I thought in the heat of high summer, it might be a refreshing time to present some frosty views from last January.
Previously, I’d posted some black & white photos exposed during a lake effect snow squall at Brookfield, Wisconsin on CP Rail’s former Milwaukee Road main line that I’d made on a photographic adventure with Trains Magazine’s Brian Schmidt.
That same morning, I’d also worked in color using my FujiFilm XT1.
Here’s a view of a westward empty grain train passing the old Brookfield station led by brightly painted BNSF GE’s.
It’s a stark contrast from the leafy trees and high summer temperatures of today.
Duplainville, Wisconsin is a busy place for rail freight.
Here are two to four views (up loading difficulties makes the final number uncertain) of an eastward empty unit coal train on the old Milwaukee Road, now CP Rail, with Union Pacific GE diesels fore and aft working as distributed power. In the trailing photos you can see the diamond crossing with Canadian National’s Wisconsin Central line from Fond du Lac to Chicago.
Light snow made for added drama.
I exposed these with my FujiFilm XT1 fitted with an 18-135mm Fujinon zoom lens.
The old Erie Railroad is one of my favorite lines.
Mike Gardner and I got a very early start on 15 April 2004. We worked our way west to the Portage Bridge at the Letchworth Gorge in western New York State in time to intercept an eastward CP Rail freight.
We chased this capturing it in multiple locations along the old Erie line to Hornell. At this time Norfolk Southern was the owner operator, while CP Rail operated via Delaware & Hudson trackage rights.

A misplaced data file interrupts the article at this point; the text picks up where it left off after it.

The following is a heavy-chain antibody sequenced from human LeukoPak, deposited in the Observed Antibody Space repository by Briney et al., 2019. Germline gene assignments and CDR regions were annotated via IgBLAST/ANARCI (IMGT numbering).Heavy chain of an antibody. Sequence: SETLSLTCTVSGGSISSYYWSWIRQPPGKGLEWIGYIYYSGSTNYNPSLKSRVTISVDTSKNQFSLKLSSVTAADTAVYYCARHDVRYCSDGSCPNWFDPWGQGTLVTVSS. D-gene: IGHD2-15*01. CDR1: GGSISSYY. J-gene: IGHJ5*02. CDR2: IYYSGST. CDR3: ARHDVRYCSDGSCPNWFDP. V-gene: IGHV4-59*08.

Clear blue dome; bright red EMDs, and great scenery with a good quality chase road made the morning extra productive.
It helps to have good timing.On the afternoon of January 20, 2015, I arrived at the Mine Dock Road grade crossing on CSX’s former New York Central West Shore Route (now called ‘CSX’s River Line’) This was at just the right time.
I found a location, and as I took my camera out the bag, I could hear a train approaching. This turned out to be a southward crude oil extra led by BNSF Railway 7500 in the lead. I had just enough time to change lenses, make a test exposure, before it got close enough to properly photograph.
When this train passed, the home signal located beyond the rock cut cleared to ‘approach’ (yellow-over-red-over-red), telling me there was a northward train lined, but that this would need to stop at the next signal. This was a pretty good sign that there might be a meet.
Over the next hour, I photographed three more freight trains on the old West Shore, two northbound CSX freights, followed by a southward ethanol extra led by a pair of Canadian Pacific General Electric diesels.
In addition, I made use of my telephoto lenses to photograph passenger trains working the old New York Central Hudson Division on the east bank of the river.
While I was just lucky, it helps to be able to interpret the signals and have a keen ear for trains. My scanner might have helped me too, if I’d plugged in the correct frequencies. Or it might have distracted me. As it was I did well by sitting tight and waiting out the parade.